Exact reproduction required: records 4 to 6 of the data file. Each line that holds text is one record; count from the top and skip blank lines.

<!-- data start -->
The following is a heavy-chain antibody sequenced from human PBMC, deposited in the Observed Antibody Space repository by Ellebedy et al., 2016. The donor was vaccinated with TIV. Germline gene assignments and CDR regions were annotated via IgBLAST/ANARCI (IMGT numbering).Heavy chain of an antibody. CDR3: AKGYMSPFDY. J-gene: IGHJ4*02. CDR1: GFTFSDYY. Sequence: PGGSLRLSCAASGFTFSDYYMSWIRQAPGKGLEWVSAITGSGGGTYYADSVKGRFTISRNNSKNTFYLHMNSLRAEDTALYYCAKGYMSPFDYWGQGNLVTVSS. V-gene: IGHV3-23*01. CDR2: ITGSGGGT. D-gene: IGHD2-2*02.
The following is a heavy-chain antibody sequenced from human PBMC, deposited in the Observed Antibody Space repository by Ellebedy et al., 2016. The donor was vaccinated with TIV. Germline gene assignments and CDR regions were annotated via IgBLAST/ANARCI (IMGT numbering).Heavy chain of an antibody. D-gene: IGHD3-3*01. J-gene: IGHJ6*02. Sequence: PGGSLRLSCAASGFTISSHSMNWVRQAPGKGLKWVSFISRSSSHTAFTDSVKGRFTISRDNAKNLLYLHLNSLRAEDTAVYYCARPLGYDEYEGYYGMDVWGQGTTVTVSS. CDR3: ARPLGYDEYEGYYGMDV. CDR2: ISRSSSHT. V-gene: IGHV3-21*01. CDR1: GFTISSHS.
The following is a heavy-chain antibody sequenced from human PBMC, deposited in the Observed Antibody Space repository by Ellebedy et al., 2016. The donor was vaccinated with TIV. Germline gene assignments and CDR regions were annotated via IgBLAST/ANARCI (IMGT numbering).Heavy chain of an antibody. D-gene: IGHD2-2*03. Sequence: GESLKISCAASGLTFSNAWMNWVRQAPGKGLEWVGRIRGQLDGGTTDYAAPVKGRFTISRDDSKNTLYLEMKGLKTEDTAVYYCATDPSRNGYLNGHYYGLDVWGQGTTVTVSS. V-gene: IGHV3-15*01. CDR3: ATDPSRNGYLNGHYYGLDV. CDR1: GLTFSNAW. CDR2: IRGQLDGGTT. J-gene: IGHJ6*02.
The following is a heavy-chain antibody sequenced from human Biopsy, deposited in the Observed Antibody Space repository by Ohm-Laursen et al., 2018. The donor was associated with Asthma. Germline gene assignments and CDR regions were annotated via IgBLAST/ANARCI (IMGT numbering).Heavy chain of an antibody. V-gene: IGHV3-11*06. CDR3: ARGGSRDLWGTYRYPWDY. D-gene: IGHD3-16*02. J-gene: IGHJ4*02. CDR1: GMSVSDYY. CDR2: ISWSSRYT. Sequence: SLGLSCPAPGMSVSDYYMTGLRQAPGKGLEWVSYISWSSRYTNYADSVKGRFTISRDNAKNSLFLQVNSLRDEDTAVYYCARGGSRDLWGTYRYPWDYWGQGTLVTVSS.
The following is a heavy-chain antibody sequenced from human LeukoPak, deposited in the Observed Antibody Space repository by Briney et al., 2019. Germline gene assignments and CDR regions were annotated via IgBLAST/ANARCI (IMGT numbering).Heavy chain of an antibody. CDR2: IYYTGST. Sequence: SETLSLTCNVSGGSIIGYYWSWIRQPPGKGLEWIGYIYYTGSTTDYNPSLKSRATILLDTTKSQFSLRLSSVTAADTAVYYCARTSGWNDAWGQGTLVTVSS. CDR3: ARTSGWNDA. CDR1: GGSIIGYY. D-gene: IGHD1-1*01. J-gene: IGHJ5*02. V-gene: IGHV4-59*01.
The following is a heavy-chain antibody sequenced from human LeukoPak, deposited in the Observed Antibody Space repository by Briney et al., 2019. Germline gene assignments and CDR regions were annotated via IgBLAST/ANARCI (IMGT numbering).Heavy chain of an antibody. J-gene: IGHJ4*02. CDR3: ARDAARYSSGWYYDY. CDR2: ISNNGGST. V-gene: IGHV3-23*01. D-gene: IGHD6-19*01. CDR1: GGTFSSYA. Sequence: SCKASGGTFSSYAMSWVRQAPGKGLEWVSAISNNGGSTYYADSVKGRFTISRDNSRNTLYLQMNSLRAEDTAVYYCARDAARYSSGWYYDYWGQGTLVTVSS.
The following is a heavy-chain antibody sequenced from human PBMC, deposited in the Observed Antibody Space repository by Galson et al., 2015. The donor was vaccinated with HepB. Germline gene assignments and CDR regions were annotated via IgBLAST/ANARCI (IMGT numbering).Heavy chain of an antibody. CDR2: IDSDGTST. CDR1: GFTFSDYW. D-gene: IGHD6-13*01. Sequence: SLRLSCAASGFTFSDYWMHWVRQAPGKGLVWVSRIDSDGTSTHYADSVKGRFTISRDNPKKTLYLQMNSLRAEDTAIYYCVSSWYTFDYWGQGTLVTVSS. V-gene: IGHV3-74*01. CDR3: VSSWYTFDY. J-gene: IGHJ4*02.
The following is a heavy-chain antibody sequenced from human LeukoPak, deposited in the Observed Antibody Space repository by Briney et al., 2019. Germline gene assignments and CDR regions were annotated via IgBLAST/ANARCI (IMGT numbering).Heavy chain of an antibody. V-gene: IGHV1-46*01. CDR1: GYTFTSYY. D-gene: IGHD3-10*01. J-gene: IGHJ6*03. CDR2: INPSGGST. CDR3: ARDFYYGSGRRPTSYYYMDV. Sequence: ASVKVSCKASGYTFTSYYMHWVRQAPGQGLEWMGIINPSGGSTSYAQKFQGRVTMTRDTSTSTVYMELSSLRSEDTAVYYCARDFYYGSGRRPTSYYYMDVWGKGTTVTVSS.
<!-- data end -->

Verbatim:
The following is a heavy-chain antibody sequenced from human Biopsy, deposited in the Observed Antibody Space repository by Ohm-Laursen et al., 2018. The donor was associated with Asthma. Germline gene assignments and CDR regions were annotated via IgBLAST/ANARCI (IMGT numbering).Heavy chain of an antibody. V-gene: IGHV3-11*06. CDR3: ARGGSRDLWGTYRYPWDY. D-gene: IGHD3-16*02. J-gene: IGHJ4*02. CDR1: GMSVSDYY. CDR2: ISWSSRYT. Sequence: SLGLSCPAPGMSVSDYYMTGLRQAPGKGLEWVSYISWSSRYTNYADSVKGRFTISRDNAKNSLFLQVNSLRDEDTAVYYCARGGSRDLWGTYRYPWDYWGQGTLVTVSS.
The following is a heavy-chain antibody sequenced from human LeukoPak, deposited in the Observed Antibody Space repository by Briney et al., 2019. Germline gene assignments and CDR regions were annotated via IgBLAST/ANARCI (IMGT numbering).Heavy chain of an antibody. CDR2: IYYTGST. Sequence: SETLSLTCNVSGGSIIGYYWSWIRQPPGKGLEWIGYIYYTGSTTDYNPSLKSRATILLDTTKSQFSLRLSSVTAADTAVYYCARTSGWNDAWGQGTLVTVSS. CDR3: ARTSGWNDA. CDR1: GGSIIGYY. D-gene: IGHD1-1*01. J-gene: IGHJ5*02. V-gene: IGHV4-59*01.
The following is a heavy-chain antibody sequenced from human LeukoPak, deposited in the Observed Antibody Space repository by Briney et al., 2019. Germline gene assignments and CDR regions were annotated via IgBLAST/ANARCI (IMGT numbering).Heavy chain of an antibody. J-gene: IGHJ4*02. CDR3: ARDAARYSSGWYYDY. CDR2: ISNNGGST. V-gene: IGHV3-23*01. D-gene: IGHD6-19*01. CDR1: GGTFSSYA. Sequence: SCKASGGTFSSYAMSWVRQAPGKGLEWVSAISNNGGSTYYADSVKGRFTISRDNSRNTLYLQMNSLRAEDTAVYYCARDAARYSSGWYYDYWGQGTLVTVSS.